Both brothers died in 1927, Sara Lea in 1935. So, in 1939, there was reason to hope that old grudges, too, had passed away.

The secret connection between the sisters turned out to be a good thing for Leo in 1939, when he began planning to come to the U.S. from Europe. Continuing his narrative:

“The first few days of World War II, I was in Bern, which is the capital of Switzerland. On the second (or third, but I think the second) day of the war, the 2nd of September, 1939, I got a telegram from my father. It said something like “We are OK.” (Actually it was a lie, because there was bombing all over Warsaw, the Nazis were attacking.)”

“But then what it gave was the address of the Kotzins in Chicago: 3605 Dickens Avenue.”

This was the first signal that the Kotzins would help him. They ended up sending him money for his passage and taking care of him in every way when he first arrived.

* According to, Moses died on December 11, 1927. He was buried on December 12, 1927, in Proviso Township, Cook County, IL. It gives the cemetery as “Ezra Israel”. This may refer to the Ezra Israel Anshe Motele synagogue, which was listed at 1227 Washburne Av in the city directory of 1923. In 1928, it was listed at 1614 S. Homan. The S. Homan address is around 4.5 miles from 3605 Dickens Avenue, where Aunt Helen lived when Leo arrived in 1940. There is a large Jewish cemetery in Proviso Township, Waldheim Jewish Cemetery. I submitted a query to them and got a negative response ( ) with a suggestion to follow up with another caretaker within Waldheim Cemetery called Silverman & Weiss, as well as suggestions of other Jewish cemeteries: Westlawn Cemetery & Mausoleum,Oakridge Cemetery, Forest Home Cemetery {Old German Waldheim). However, I have not pursued these leads yet.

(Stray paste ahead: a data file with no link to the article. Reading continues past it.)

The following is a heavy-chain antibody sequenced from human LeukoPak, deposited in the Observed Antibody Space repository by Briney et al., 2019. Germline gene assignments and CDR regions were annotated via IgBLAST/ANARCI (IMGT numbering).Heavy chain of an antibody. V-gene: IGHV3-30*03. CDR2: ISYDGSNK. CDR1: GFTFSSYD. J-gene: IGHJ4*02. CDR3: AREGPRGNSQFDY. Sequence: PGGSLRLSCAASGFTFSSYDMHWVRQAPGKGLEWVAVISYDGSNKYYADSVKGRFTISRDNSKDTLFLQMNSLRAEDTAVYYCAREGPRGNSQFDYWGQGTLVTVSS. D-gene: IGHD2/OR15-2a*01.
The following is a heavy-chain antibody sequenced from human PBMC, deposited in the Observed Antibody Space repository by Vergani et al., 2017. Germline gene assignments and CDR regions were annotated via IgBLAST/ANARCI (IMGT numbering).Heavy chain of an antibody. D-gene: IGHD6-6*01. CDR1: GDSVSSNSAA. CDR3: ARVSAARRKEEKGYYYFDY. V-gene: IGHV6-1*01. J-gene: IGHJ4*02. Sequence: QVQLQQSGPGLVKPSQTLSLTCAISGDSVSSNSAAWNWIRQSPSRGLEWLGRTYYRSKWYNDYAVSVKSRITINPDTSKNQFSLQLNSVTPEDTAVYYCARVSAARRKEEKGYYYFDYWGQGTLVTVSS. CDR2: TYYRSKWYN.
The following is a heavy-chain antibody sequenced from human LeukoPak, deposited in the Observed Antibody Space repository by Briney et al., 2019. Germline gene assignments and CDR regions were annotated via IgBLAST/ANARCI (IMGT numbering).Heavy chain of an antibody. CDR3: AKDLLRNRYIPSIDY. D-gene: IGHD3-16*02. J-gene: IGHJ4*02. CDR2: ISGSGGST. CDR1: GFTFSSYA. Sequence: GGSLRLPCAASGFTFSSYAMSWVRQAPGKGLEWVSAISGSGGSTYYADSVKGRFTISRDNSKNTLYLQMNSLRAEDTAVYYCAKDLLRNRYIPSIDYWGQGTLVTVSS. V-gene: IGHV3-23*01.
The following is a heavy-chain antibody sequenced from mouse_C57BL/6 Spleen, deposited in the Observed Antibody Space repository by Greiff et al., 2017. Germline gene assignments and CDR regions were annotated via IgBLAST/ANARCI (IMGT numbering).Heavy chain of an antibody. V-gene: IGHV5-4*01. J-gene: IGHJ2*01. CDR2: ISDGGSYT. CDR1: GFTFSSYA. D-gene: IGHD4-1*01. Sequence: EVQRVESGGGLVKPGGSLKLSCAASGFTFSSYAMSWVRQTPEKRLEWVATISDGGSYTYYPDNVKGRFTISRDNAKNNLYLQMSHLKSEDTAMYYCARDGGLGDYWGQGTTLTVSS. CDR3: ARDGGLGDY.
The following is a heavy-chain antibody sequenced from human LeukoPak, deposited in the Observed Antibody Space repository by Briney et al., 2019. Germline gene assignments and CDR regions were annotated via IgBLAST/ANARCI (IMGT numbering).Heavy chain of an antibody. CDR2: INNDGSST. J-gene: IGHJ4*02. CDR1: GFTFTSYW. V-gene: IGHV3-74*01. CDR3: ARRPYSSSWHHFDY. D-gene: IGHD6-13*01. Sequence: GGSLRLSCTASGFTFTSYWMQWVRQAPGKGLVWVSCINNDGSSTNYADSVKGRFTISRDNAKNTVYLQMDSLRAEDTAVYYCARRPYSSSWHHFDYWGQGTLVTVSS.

Moses (Moshe, Moritz) Kocyn Kotzin
b: 1869
d: 1927
  • 1869 - Birth - ; Lithuania
  • 1927 - Death - ; Chicago
Tobiasz Tuvya Kocyn Kotzin
1831 - May 7, 1874

Family Group Sheet - Child
PARENT (M) Tobiasz Tuvya Kocyn Kotzin
DeathMay 7, 1874 Warsaw, Poland
Marriageto Elka Razajczyk
FatherKocyn Kotzin
PARENT (F) Elka Razajczyk
Marriageto Tobiasz Tuvya Kocyn Kotzin
FLea Dwora Kocyn Kotzin
Marriageto Icchak Cohen
MMoses (Moshe, Moritz) Kocyn Kotzin
Marriageto Helen (Chaya Feigel) Friedland
MMaks Mojzesz Hurwicz
Birth1862Shavlany, Lithuania
DeathMarch 7, 1927Moscow
Marriageto Sara Lea Frydland
Family Group Sheet - Spouse
PARENT (M) Moses (Moshe, Moritz) Kocyn Kotzin
Death1927 Chicago
Marriageto Helen (Chaya Feigel) Friedland
FatherTobiasz Tuvya Kocyn Kotzin
MotherElka Razajczyk
PARENT (F) Helen (Chaya Feigel) Friedland
Marriageto Moses (Moshe, Moritz) Kocyn Kotzin
FatherCheskel Frydland
MotherMiriam Batszeva Kocyn
MShlomo Solomon Kocyn Kotzin
Marriageto Chana Ann Kotzin (Née Brickman)
MAdek Abraham Kocyn Kotzin
Marriageto Leah Lewartowicz
MBernard Kocyn Kotzin
Marriageto Kocyn Kotzin
MTheodore Todros Kocyn Kotzin
Descendancy Chart